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Israel's Separation Barrier in the West Bank

Security Fence or Land Grab?


West Bank Separation Wall
Shaul Schwarz/Photolibrary/Getty Images
Israel began building the planned 425-mile separation barrier in the West Bank in June 2002. The official purpose was to reduce suicide bombings in Israel, which in 2001 and 2002 claimed the lives of 335 civilians and Israeli troops in Israel. Israeli forces killed 1,442 Palestinians in Gaza and the West Bank during the same period, according to B'Tselem, the Israeli Information Center for Human Rights.

Building the fence was also recognition on Israel's part that Israeli public opinion supports a two-state solution, but also, for now, complete separation, as negotiations toward a two-state solution have failed repeatedly. The fence is taking shape as both a physical barrier and a psychological separation that literally sums up in concrete and barbed wire the many dead ends of the peace process.

Built at a cost of $1.6 million to $2.5 million per mile, the separation barrier is the largest public construction project in either Israel or the Palestinian Territories. It is almost two-thirds complete.

Attacks Declined. Was the Barrier the Reason?

As a matter of security, the barrier appears to be a success. From its high in 2002, the number of civilians killed in Israel by Palestinian attacks was down to 104 in 2003, and to 10 in 2006. As of July 2007, just five Israeli civilians have been killed by Palestinian attacks in Israel.

The separation barrier isn’t the only reason for the decline, however. Shin Bet, the Israeli security service, said in 2006 that while the barrier has reduced attacks considerably, the main reason for the decline was a truce between Israelis and Palestinians that held until early 2006, when hostilities with Hamas in Gaza resumed. On the whole, the truce with the Palestinian authority in the West Bank is still holding.

Fewer Attacks, More Resentment

But the barrier has created a set of new Palestinian resentments. The barrier does not follow the boundaries of the Green Line (the unofficial border delineating the West Bank from Israel following the 1967 Six-Day War). Rather, Israeli security forces are building it well inside the West Bank and in circuitous patterns that in places surround entire Palestinian communities.

Almost 12 percent of Palestinian lands in the West Bank are either completely surrounded by the barrier or fall west of the barrier, which results in their de-facto annexation in areas administered by Israel, thus further reducing Palestinian lands.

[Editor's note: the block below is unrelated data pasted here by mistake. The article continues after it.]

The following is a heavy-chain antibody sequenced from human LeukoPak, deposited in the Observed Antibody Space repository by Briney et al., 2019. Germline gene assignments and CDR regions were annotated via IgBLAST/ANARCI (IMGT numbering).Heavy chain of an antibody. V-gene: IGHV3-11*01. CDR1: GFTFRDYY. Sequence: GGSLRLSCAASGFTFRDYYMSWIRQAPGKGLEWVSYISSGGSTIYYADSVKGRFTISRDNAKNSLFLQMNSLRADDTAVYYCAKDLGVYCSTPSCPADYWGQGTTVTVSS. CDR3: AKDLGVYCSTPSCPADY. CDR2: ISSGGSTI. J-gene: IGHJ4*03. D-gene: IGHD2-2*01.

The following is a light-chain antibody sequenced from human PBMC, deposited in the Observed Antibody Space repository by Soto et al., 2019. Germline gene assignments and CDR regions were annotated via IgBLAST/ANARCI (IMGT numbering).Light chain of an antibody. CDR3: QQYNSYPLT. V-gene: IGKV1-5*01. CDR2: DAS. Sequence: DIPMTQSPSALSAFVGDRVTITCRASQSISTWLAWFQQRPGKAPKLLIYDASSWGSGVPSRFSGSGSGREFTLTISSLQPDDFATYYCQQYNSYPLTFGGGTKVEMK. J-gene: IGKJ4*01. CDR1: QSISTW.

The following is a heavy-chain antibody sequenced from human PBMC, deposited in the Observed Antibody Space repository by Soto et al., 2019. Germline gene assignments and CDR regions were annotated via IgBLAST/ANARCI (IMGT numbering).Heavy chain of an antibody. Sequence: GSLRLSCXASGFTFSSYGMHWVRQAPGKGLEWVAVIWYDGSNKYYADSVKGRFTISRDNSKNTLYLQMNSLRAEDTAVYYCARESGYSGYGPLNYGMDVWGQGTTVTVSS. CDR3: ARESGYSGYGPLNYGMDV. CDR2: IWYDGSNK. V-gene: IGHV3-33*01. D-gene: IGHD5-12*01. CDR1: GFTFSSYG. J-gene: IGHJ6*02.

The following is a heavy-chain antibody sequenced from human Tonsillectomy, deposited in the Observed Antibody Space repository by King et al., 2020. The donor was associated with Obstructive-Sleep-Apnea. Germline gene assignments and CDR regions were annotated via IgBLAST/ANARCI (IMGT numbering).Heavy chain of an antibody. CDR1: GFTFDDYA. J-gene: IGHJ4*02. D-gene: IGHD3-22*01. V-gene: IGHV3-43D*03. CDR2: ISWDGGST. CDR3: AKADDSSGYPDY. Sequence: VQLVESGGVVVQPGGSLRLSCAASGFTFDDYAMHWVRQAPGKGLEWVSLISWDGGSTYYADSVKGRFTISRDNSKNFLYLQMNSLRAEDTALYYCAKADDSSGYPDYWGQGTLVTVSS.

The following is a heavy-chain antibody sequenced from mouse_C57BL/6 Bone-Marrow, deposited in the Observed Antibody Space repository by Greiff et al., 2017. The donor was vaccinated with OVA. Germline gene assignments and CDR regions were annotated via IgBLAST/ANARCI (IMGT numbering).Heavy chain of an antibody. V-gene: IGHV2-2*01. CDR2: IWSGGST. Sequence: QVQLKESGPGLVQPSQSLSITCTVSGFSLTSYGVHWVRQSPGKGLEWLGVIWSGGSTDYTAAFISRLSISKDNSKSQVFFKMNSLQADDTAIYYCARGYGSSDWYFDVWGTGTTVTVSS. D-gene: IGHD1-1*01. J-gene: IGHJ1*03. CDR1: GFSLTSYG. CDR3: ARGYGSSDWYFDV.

Palestinians fear that the fence-line will become the official border once a two-state solution is found, although Israel says the barrier is not dispossessing Palestinians of title to their land, nor using the land without compensation, suggesting—officially at least—that the barrier is not necessarily permanent.

Meanwhile, in Jerusalem alone, the barrier will cut off 55,000 Palestinians from the rest of the city. The belts of land between the barrier and the Green Line include 48 Israeli settlements with a population of 187,840 people as of 2005. Conversely, 57,330 Israeli citizens lived in the West Bank east of the barrier at the end of 2005.

A Succession of Court Rulings Against the Barrier

The barrier has been challenged in court by Palestinian residents and Israeli activists, resulting in four rulings so far — three by the Israeli Supreme Court and one by the International Court of Justice. The 2004 International Court of Justice opinion found that the barrier "constitutes breaches by Israel of its obligations under the applicable humanitarian law" and that it "cannot be justified by military exigencies or by the requirements of national security or public order." The court called on Israel to remove most of the barrier. But the opinion, endorsed by 15 of 16 justices (the exception was an American judge), was non-binding.

Three binding rulings by the Israeli Supreme Court — in 2004, 2005 and 2007 — required Israeli security forces to remove small sections of the barrier or reroute parts of it. But the rulings also endorsed the barrier in principle, asserting that Israel "has a legal duty to balance properly between security considerations and humanitarian ones."

A Barrier on Every Boundary Line

The Separation Barrier, of course, isn’t the only one of its kind dividing Israel from neighboring lands. The 32-mile (51 km) barrier of wire and barbed wire separating the Gaza Strip from Israel was built in 1993 and upgraded in 1999, and is paralleled on both sides by roads patrolled by Israeli troops. Israeli troops patrol a similar 6.8-mile (11 km) barrier along Gaza’s border with Egypt.

Most of the 149-mile (238 km) border between Jordan and Israel is fenced and patrolled by Israeli troops. In 2001, Israel completed building an electrified wire fence along its 49-mile (79 km) border with Lebanon.

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